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Re: Repeater gain staging tips (Was: RE: evangelize EDP please)
i am using both a tube pre and a 160a compressor before it, but i am also
using a couple of other things (particularly, a filter factory) between
two. i like a nice strong pump into my filter factory, but i find that
compression steps on really dynamic filter work. this is all for vocals
anyway. i guess that i'll have to try and start from scratch with my
guitar input, again. also, from what i've been reading, some repeaters
noisier than others and maybe i got one that is a little more noisy. it
an absolutely wonder piece of equipment and completely unique in it's
capabilities, in a standalone unit at any rate. i will simply have to
continue honing my sound for it.
thanks for all of the responses, (this list rocks)
----- Original Message -----
From: "Mike Barrs" <email@example.com>
Sent: Thursday, October 30, 2003 1:22 PM
Subject: Repeater gain staging tips (Was: RE: evangelize EDP please)
> > From: Greg House [mailto:firstname.lastname@example.org]
> > --- Lance Chance <email@example.com> wrote:
> > > man, you are the second guy to mention my gain stages. i
> > guess i'll have
> > > to go home and tweek that stuff some more to see if i'm missing
> > something.
> > > say, are you fellows using a compressor on the input of the
> > thing? maybe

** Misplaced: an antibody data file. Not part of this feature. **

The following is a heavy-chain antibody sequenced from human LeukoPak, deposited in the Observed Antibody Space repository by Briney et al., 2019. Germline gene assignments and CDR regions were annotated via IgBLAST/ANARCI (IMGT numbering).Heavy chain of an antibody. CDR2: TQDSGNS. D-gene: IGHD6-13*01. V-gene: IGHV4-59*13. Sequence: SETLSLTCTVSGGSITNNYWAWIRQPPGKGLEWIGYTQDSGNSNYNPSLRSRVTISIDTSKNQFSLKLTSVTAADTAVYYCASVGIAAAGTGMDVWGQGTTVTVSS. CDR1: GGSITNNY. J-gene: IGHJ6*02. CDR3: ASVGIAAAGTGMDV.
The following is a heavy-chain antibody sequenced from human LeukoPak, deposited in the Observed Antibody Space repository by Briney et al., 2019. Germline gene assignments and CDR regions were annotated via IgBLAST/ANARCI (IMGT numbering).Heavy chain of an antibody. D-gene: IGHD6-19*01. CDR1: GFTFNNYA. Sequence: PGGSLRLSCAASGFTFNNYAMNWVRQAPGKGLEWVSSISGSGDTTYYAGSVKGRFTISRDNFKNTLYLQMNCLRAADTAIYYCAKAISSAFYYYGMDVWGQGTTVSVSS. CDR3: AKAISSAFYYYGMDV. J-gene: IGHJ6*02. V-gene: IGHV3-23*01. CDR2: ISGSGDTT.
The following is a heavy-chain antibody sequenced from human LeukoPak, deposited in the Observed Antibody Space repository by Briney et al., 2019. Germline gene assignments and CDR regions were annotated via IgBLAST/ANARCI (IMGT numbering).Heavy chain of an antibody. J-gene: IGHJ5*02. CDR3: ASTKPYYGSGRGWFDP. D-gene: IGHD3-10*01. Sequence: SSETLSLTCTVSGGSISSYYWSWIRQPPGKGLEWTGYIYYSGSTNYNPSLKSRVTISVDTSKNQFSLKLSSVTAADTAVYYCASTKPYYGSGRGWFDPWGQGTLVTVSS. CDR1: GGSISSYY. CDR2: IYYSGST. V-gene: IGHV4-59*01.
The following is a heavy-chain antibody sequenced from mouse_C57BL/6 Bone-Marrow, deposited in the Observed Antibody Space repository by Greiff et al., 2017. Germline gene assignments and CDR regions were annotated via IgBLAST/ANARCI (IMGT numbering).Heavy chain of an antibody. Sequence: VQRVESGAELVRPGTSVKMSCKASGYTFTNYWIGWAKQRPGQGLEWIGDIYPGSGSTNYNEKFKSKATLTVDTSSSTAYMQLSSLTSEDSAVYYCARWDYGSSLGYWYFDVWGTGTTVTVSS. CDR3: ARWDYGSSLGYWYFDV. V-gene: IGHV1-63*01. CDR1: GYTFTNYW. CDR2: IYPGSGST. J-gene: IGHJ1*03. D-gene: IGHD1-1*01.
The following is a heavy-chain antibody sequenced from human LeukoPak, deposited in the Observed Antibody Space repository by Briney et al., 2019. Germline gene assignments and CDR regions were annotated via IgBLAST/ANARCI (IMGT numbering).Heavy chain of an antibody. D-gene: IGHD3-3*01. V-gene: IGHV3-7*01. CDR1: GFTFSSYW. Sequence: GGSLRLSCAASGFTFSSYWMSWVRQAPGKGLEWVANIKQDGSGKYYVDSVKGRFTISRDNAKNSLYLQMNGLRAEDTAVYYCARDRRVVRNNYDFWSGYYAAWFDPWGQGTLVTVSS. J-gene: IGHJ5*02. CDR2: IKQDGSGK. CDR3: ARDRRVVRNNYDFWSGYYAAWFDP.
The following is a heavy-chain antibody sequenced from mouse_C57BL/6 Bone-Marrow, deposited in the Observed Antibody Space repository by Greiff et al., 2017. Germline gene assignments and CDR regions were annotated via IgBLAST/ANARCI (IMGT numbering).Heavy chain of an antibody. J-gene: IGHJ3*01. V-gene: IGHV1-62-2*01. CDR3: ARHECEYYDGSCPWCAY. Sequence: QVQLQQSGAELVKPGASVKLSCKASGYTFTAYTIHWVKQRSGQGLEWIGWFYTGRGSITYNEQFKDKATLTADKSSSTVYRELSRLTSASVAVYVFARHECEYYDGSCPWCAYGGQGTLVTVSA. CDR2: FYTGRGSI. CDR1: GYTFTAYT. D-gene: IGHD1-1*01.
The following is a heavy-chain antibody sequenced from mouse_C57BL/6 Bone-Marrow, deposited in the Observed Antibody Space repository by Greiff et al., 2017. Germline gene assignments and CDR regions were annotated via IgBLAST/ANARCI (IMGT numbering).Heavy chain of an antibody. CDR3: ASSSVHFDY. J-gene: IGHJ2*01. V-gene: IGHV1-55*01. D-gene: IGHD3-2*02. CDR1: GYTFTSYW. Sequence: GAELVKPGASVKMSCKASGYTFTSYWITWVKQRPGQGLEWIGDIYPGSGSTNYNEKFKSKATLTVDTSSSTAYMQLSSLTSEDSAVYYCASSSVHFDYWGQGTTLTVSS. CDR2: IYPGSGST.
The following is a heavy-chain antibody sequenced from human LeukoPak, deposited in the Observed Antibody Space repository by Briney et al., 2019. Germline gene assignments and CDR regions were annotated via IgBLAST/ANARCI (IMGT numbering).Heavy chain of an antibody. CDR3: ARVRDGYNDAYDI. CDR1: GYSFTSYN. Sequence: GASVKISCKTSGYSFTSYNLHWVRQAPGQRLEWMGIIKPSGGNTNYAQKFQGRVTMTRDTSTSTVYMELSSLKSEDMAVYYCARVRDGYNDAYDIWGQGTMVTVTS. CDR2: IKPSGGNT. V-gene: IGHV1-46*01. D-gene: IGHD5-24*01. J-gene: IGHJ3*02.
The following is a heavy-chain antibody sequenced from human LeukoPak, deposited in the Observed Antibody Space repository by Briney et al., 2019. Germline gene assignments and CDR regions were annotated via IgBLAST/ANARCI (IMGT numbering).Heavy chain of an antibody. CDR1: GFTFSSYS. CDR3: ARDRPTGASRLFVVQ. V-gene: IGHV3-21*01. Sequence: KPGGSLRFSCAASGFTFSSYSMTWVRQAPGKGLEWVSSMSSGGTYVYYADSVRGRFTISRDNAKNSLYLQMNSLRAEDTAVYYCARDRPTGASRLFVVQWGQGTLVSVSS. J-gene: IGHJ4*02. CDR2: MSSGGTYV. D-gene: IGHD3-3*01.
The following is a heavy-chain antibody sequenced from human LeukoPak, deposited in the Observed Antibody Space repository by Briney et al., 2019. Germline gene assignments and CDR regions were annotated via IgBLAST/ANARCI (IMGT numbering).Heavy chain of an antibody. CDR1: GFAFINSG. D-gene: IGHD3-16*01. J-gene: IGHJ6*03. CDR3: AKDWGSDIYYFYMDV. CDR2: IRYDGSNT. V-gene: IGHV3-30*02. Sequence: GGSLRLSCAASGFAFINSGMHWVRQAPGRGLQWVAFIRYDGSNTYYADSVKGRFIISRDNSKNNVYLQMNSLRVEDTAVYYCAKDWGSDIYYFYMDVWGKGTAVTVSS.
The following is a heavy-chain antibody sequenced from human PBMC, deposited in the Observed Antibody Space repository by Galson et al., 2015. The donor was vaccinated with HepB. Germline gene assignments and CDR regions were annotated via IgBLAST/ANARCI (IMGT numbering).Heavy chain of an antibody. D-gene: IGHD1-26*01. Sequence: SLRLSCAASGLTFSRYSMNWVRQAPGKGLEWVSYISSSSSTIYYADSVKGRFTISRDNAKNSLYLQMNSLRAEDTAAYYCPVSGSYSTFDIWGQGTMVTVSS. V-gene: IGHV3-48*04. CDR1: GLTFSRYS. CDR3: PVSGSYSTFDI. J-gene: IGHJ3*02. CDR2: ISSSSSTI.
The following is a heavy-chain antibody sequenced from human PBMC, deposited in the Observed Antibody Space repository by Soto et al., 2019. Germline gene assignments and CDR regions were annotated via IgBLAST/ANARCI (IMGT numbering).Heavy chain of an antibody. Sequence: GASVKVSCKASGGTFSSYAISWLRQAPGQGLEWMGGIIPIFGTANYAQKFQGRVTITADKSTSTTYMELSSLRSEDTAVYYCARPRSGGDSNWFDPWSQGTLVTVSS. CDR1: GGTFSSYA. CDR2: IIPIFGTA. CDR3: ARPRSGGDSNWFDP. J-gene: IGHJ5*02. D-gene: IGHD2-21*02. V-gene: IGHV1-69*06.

> > > that's my problem.
> > I don't, but I do use a preamp (line level output) before it gets to
> > Repeater. Either a DG Stomp, or an old Roland GP16. The Repeater
> > then feeds
> > either a professional mix console or a power amp directly.
> > Greg
> A few of the Roland VG-88 patches I use have a little compression added
> an effect in the patch, and the distorted guitar patches have a simulated
> "tube overdrive compression." But I also use the Repeater with my
> guitar pickup output with no compression, and that's a very dynamic
> I just try to make sure that my levels are set barely under the clipping
> point. That's critical for pushing down the noise floor (especially in a
> 16-bit system like this). Get those input levels hot!
> If you can't get a hot enough input level without lighting up the clip
> LED's, then you could try throwing a limiter ahead of the Repeater's
> That will tame the peaks and let you run a hotter input. Even a good
> will mess with your attack transients though, so I'd only use this idea
> last resort.
> I think it's also a good idea to avoid using the instrument input on the
> front panel. I have a feeling the preamp on that circuit isn't super-high
> quality. Like Greg, I have a preamp (Roland VG-88) ahead of the Repeater,
> and I use the stereo line inputs on the back of the Repeater.
> One final tip -- I know this sounds dumb, but make sure the Line/Phono
> button on the back panel is in the out position, if you're using those
> inputs. It's easy to accidentally press that button when you're groping
> around inside a rack case making cable connections.
> Mike Barrs